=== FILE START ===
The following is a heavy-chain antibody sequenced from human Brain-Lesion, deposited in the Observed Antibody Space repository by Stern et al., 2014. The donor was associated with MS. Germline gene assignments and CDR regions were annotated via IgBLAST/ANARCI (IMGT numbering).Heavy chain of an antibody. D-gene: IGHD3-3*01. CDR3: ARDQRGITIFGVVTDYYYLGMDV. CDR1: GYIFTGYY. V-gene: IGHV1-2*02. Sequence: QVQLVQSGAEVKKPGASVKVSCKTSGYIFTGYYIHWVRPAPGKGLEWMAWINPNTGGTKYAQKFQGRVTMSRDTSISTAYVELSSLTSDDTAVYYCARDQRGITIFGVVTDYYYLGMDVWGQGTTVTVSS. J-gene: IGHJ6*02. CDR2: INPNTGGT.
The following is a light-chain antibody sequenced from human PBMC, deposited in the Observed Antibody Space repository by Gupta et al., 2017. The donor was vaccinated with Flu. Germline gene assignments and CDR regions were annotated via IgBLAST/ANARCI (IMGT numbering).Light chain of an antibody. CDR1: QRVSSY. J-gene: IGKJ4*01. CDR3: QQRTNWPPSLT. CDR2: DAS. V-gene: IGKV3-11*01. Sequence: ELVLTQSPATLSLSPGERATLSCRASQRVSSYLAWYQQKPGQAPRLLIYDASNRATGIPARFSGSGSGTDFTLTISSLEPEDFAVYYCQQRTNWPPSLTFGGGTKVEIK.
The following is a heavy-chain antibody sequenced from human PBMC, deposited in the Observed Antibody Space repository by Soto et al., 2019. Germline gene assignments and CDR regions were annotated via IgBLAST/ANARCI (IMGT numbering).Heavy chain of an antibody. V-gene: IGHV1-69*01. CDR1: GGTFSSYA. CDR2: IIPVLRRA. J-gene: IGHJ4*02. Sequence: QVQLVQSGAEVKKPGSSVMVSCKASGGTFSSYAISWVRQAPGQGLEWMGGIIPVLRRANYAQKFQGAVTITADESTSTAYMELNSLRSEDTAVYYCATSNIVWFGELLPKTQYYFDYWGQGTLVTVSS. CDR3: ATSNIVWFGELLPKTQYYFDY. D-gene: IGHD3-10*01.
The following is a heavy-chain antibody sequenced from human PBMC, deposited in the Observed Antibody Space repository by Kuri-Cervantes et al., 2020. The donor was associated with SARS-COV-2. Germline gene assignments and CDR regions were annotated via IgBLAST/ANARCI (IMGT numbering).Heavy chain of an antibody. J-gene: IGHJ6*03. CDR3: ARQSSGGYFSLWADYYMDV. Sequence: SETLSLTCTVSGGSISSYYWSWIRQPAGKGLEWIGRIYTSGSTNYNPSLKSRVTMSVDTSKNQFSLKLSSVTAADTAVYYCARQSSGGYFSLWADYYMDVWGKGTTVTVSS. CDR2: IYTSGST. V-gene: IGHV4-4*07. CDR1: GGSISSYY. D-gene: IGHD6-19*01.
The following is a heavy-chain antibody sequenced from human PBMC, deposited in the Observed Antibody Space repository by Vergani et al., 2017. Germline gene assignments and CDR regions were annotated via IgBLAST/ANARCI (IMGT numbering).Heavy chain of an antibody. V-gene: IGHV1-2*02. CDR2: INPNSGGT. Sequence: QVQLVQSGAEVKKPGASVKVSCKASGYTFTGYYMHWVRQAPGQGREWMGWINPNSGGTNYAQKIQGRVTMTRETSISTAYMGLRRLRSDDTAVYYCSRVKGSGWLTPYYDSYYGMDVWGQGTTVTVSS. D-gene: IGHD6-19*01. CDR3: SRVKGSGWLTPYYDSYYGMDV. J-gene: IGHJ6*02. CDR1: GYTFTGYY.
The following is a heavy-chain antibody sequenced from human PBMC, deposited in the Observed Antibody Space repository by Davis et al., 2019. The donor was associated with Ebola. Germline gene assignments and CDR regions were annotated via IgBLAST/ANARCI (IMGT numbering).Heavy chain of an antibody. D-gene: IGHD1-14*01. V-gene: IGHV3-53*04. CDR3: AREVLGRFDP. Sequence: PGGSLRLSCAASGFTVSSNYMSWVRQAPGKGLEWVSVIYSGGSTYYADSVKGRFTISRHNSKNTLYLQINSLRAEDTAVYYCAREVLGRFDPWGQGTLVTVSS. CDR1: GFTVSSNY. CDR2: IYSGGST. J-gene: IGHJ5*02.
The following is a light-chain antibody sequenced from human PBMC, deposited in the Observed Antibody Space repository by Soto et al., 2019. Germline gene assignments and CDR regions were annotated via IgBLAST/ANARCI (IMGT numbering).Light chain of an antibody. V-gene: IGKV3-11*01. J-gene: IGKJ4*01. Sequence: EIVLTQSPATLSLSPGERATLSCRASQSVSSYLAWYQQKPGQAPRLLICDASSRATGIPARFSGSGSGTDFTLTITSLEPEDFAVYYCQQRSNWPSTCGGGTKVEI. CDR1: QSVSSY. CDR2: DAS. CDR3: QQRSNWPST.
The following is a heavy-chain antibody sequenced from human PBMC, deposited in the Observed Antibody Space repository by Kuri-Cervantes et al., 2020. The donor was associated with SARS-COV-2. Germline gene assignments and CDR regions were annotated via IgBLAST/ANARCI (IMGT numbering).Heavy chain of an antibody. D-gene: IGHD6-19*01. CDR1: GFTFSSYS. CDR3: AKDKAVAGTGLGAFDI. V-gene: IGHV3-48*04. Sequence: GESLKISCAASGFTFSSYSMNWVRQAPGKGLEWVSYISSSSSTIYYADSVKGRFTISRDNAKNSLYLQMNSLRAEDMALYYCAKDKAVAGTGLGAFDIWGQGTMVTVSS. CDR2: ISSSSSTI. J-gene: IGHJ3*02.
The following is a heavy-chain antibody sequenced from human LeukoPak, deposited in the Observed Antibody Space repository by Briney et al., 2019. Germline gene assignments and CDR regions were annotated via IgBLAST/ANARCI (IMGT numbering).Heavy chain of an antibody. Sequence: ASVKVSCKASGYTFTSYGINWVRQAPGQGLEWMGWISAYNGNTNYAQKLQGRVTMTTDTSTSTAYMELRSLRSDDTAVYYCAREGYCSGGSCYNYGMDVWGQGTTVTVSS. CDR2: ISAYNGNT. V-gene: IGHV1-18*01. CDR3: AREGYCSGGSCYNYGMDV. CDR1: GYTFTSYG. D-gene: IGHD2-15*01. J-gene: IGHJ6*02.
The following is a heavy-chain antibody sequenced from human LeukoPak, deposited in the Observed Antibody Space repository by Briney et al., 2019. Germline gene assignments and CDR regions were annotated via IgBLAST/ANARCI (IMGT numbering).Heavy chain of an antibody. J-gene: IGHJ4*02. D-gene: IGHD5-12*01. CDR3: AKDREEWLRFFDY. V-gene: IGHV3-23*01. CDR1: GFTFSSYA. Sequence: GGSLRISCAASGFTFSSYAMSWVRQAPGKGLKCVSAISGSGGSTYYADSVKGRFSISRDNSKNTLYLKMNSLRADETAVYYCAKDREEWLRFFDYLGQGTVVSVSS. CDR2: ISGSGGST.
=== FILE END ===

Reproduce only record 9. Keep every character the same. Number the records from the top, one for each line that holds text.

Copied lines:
The following is a heavy-chain antibody sequenced from human LeukoPak, deposited in the Observed Antibody Space repository by Briney et al., 2019. Germline gene assignments and CDR regions were annotated via IgBLAST/ANARCI (IMGT numbering).Heavy chain of an antibody. Sequence: ASVKVSCKASGYTFTSYGINWVRQAPGQGLEWMGWISAYNGNTNYAQKLQGRVTMTTDTSTSTAYMELRSLRSDDTAVYYCAREGYCSGGSCYNYGMDVWGQGTTVTVSS. CDR2: ISAYNGNT. V-gene: IGHV1-18*01. CDR3: AREGYCSGGSCYNYGMDV. CDR1: GYTFTSYG. D-gene: IGHD2-15*01. J-gene: IGHJ6*02.